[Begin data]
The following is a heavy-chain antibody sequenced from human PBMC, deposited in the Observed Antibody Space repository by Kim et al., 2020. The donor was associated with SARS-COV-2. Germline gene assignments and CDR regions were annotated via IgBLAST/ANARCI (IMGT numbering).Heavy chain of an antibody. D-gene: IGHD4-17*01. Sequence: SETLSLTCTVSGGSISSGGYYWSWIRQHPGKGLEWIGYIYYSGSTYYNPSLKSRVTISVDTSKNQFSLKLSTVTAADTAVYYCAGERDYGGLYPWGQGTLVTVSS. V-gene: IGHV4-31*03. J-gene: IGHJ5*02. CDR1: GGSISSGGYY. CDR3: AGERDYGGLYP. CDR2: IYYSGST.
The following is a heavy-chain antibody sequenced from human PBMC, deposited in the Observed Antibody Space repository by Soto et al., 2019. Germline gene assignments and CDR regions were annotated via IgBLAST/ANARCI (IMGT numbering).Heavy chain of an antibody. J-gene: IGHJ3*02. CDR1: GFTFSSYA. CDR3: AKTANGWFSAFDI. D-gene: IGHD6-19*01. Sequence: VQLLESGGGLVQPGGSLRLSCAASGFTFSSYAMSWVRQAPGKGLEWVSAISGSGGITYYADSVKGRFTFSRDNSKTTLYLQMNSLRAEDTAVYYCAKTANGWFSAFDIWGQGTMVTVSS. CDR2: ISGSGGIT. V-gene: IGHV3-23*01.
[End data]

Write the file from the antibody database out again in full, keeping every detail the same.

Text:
The following is a heavy-chain antibody sequenced from human PBMC, deposited in the Observed Antibody Space repository by Kim et al., 2020. The donor was associated with SARS-COV-2. Germline gene assignments and CDR regions were annotated via IgBLAST/ANARCI (IMGT numbering).Heavy chain of an antibody. D-gene: IGHD4-17*01. Sequence: SETLSLTCTVSGGSISSGGYYWSWIRQHPGKGLEWIGYIYYSGSTYYNPSLKSRVTISVDTSKNQFSLKLSTVTAADTAVYYCAGERDYGGLYPWGQGTLVTVSS. V-gene: IGHV4-31*03. J-gene: IGHJ5*02. CDR1: GGSISSGGYY. CDR3: AGERDYGGLYP. CDR2: IYYSGST.
The following is a heavy-chain antibody sequenced from human PBMC, deposited in the Observed Antibody Space repository by Soto et al., 2019. Germline gene assignments and CDR regions were annotated via IgBLAST/ANARCI (IMGT numbering).Heavy chain of an antibody. J-gene: IGHJ3*02. CDR1: GFTFSSYA. CDR3: AKTANGWFSAFDI. D-gene: IGHD6-19*01. Sequence: VQLLESGGGLVQPGGSLRLSCAASGFTFSSYAMSWVRQAPGKGLEWVSAISGSGGITYYADSVKGRFTFSRDNSKTTLYLQMNSLRAEDTAVYYCAKTANGWFSAFDIWGQGTMVTVSS. CDR2: ISGSGGIT. V-gene: IGHV3-23*01.